Last edited: December 08, 2004


Parties Shift in Legislatures

Washington Blade, November 17, 2000

By Will O’Bryan

In all of the noise generated by last week’s close presidential election, state legislative races have not received much media attention. For Gays, however, these races can be crucial, as state legislators are usually far busier than their federal counterparts when it comes to crafting laws that affect Gays. Only five states—Louisiana, Maryland, Mississippi, New Jersey and Virginia—did not have at least one legislative house facing elections Nov. 7.

Before Nov. 7, both houses in 19 states had Democratic majorities. Today, that can be said for only 17 states. The Democratic hold on both chambers was lost in Maine and Missouri, where only one house in each state remains Democratic.

Republicans held majorities in both houses in 18 states. Since the general election, that count has slipped to 17, too. Republicans lost their majority in the Arizona Senate.

In the remaining 16 states, either one house has partisan parity or the two chambers are controlled by the two different parties—except for Nebraska, which has only one legislative house that is filled with 50 independents.

With many legislative sessions scheduled to start in January, it is too soon to find out exactly what these results will mean. Ron Passarelli of Arizona’s statewide Gay group Community Action Network said he is eager to find out. While Arizona’s most prominent Gay politician, State Rep. Steve May, is a Republican in the Arizona House and someone Passarelli depends upon in the Legislature, he said he is hopeful about what his group may accomplish since the Republicans lost control of the Senate.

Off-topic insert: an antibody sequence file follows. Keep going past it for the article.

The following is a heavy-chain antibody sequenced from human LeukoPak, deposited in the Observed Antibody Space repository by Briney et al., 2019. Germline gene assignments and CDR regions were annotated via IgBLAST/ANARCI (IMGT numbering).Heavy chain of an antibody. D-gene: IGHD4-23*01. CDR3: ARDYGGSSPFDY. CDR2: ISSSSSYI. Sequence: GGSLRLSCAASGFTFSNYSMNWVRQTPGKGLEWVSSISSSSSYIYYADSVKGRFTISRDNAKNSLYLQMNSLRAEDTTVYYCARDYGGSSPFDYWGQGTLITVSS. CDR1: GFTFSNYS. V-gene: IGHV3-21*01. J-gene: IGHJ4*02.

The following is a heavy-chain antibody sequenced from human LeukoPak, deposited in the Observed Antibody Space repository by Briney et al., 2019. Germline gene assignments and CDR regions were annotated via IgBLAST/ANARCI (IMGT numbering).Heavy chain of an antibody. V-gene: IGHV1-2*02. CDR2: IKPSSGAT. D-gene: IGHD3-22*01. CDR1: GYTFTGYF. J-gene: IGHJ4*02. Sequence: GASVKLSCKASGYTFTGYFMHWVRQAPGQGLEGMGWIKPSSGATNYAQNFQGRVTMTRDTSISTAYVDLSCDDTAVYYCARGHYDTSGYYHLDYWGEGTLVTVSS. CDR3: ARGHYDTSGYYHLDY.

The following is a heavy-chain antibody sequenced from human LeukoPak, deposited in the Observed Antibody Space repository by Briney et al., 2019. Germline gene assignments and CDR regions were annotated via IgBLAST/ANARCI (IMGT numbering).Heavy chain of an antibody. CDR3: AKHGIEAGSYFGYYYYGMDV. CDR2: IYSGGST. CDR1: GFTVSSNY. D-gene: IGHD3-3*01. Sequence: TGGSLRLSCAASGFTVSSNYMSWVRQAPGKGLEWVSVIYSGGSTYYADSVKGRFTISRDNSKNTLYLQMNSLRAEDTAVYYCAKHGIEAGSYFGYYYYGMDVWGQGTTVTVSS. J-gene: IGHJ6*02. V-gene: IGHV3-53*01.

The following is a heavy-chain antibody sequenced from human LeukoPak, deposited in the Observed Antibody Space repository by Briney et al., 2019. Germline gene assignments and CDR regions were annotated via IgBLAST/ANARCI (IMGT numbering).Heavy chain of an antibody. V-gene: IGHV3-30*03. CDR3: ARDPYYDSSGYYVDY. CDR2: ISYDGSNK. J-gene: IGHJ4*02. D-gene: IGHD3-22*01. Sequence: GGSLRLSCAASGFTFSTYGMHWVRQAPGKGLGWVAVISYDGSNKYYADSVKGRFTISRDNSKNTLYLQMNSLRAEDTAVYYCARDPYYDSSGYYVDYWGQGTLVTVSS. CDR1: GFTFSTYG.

"We’re very pleased and we think we’ve got an opportunity for archaic law repeal," Passarelli said, referring to Arizona’s sodomy law, the repeal of which has been his group’s focus. He added that the election results have encouraged them to work toward passage of an Arizona version of the Employment Non-Discrimination Act.

Marcus Hearn of the New Hampshire Gay group Out and Equal did not wake up to Passarelli’s rosy outcome on Nov. 8. The New Hampshire Senate tipped from an equal number of Democrats and Republicans to Republican control, leaving both houses with a GOP majority. As America’s political landscape evolves, however, Hearn takes the turn of events in seeming stride.

"Almost all of our victories have come through Republican legislatures," Hearn said. "It’s very much going to be wait and see. It makes it less likely we’ll be able to pass domestic partnership this year—though not impossible."


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